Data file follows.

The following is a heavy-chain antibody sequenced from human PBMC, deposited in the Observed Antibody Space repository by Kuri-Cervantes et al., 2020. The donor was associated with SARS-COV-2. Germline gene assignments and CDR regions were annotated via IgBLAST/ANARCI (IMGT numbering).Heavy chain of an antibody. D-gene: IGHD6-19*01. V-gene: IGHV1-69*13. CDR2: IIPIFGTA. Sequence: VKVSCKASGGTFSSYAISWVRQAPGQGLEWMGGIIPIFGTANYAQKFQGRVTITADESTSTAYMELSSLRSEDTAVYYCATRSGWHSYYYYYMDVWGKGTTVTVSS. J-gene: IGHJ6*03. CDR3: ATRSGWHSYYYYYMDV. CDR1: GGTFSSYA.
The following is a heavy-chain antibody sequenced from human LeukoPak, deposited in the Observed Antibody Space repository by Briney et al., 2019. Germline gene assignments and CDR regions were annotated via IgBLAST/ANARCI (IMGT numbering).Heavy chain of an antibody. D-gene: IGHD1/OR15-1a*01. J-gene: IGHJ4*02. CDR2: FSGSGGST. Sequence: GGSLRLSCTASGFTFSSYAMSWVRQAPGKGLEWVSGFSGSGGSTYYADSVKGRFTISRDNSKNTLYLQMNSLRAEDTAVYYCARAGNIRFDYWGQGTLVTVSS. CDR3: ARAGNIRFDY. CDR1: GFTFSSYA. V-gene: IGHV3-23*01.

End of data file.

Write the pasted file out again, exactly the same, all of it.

The following is a heavy-chain antibody sequenced from human PBMC, deposited in the Observed Antibody Space repository by Kuri-Cervantes et al., 2020. The donor was associated with SARS-COV-2. Germline gene assignments and CDR regions were annotated via IgBLAST/ANARCI (IMGT numbering).Heavy chain of an antibody. D-gene: IGHD6-19*01. V-gene: IGHV1-69*13. CDR2: IIPIFGTA. Sequence: VKVSCKASGGTFSSYAISWVRQAPGQGLEWMGGIIPIFGTANYAQKFQGRVTITADESTSTAYMELSSLRSEDTAVYYCATRSGWHSYYYYYMDVWGKGTTVTVSS. J-gene: IGHJ6*03. CDR3: ATRSGWHSYYYYYMDV. CDR1: GGTFSSYA.
The following is a heavy-chain antibody sequenced from human LeukoPak, deposited in the Observed Antibody Space repository by Briney et al., 2019. Germline gene assignments and CDR regions were annotated via IgBLAST/ANARCI (IMGT numbering).Heavy chain of an antibody. D-gene: IGHD1/OR15-1a*01. J-gene: IGHJ4*02. CDR2: FSGSGGST. Sequence: GGSLRLSCTASGFTFSSYAMSWVRQAPGKGLEWVSGFSGSGGSTYYADSVKGRFTISRDNSKNTLYLQMNSLRAEDTAVYYCARAGNIRFDYWGQGTLVTVSS. CDR3: ARAGNIRFDY. CDR1: GFTFSSYA. V-gene: IGHV3-23*01.